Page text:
Thursday, October 25, 2012

SCBWI-WI Conference Highlights, Part 1

Our annual fall conference was held Oct. 19-21, and it was a great time to hear inspiring and informative speakers, chat with old friends, meet new friends, get away from normal life for a bit, and eat way, way, too much chocolate. Without further ado, here are the high points from three speakers that I took away from the conference.

Kathi Appelt:
  • What's your MC's main ROLE in your story? It's often something fairly straightforward like son, daughter, sibling, or student. While your MC will no doubt have multiple roles in life just as we all do, one of these roles will be main in this story. Identify it.
  • What is your MC's controlling belief? As soon as Kathi said this, I began jotting down the controlling beliefs of the three POV characters in my WIP. This is powerful stuff, because the controlling belief PUSHES the character through the story. If your character doesn't seem quite jelled, or does unbelievable things, check that he's operating according to his controlling belief and not violating it.
  • Identify your MC's goal. The goal PULLS the MC through the story.
  • The story should contain a crisis of faith moment when the controlling belief is called into question. It may or may not be changed, but it should be challenged.
  • Whether or not the MC achieves the goal may not matter that much, because confronting the controlling belief alone can make a satisfying story.
  • Can you tell I LOVED Kathi's talk?
Sara Zarr:
  • Your experience or memory of a book is of how it made you feel.
  • Even an action scene should do emotional work.
  • If a chapter doesn't have emotional progression, either add it or cut the chapter.
  • Control pacing by adding or subtracting stage business.
  • Control pacing with language, sentence structure, and punctuation.
  • By pp. 30-50, are the seeds of everything that's going to happen there?
EM Kokie:
  • Voice is the personality of the teller of the story.
  • Voice is a promise of what's to come in the book.
  • Voice can be deliberately strengthened in revision.
  • Pacing issues can be a matter of verb tense.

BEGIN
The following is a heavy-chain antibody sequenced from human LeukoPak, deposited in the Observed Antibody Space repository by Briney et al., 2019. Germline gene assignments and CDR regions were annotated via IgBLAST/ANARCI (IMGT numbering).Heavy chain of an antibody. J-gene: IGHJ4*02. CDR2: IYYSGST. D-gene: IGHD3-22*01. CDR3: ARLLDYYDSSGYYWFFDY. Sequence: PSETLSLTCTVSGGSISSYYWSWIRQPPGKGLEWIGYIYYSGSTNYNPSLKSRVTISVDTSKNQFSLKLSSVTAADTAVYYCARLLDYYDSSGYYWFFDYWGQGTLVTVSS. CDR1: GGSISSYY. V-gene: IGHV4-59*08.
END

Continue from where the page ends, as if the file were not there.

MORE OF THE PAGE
Stay tuned for next Thursday, when I'll give you highlights from one more talk: mine! :)

Thursday, October 18, 2012

Of Contests, Pitches, Book Beginnings, and Walking the Line

After finishing a MG novel -- not the one I'm hard at work revising now, but the finished one immediately prior to it -- I of course began querying agents. I entered some online contests, too. And while most agents ask for either the query letter alone, or the query plus ten pages, or five pages, or three chapters, or sometimes even fifty pages, most contests ask for a very small sample of the actual work. It might be a pitch sentence plus, say, 150 words, or 250. That's it. And it does make sense. Those first 150 or 250 are crucially important in engaging the reader's interest. There are practical considerations, too. Most contests are slammed with entries, and accepting more than the first page or so from each entrant would become overwhelming.

Still, I've looked at my finished novel, and the one I'm working on, too, and have wondered if they really lend themselves to being evaluated in only 250 words. 400-500? Absolutely. But I've realized that the story structure in both of mine would be hard to get a good sense of in only 200-250 words. And the truth is, I have had much better results with the standard querying process than with contests.

I thought about this question again as I read the beginning of Kate Messner's MG novel Capture the Flag. There was nothing wrong with what I was reading at all. But, really, if the author weren't already agented, I'm not sure how the first couple of pages would fare in a pitch contest. Because there isn't a single child's POV in the entire first chapter. Through an adult's POV, three kids are shown sitting on a bench, but that's it. They don't look up; they don't speak; they're just noticed in passing. The children are not referenced until past the 200-word mark. My guess would be that if you handed the first 150-200 words to a number of readers, many would not realize they were reading the beginning of a children's book. Only the pitch sentence would say otherwise. Yet, in my opinion, the book does begin in the right spot.

I've made similar observations about two other books: What Came From the Stars, by Gary D. Schmidt; and Splendors and Glooms, by Laura Amy Schlitz. One begins with the dreaded prologue (and not a short one). You know, that thing you're not supposed to use because "everybody hates it"? Neither begins with a child character's POV. Both are awesome, and rather difficult (I admire difficult), MG novels.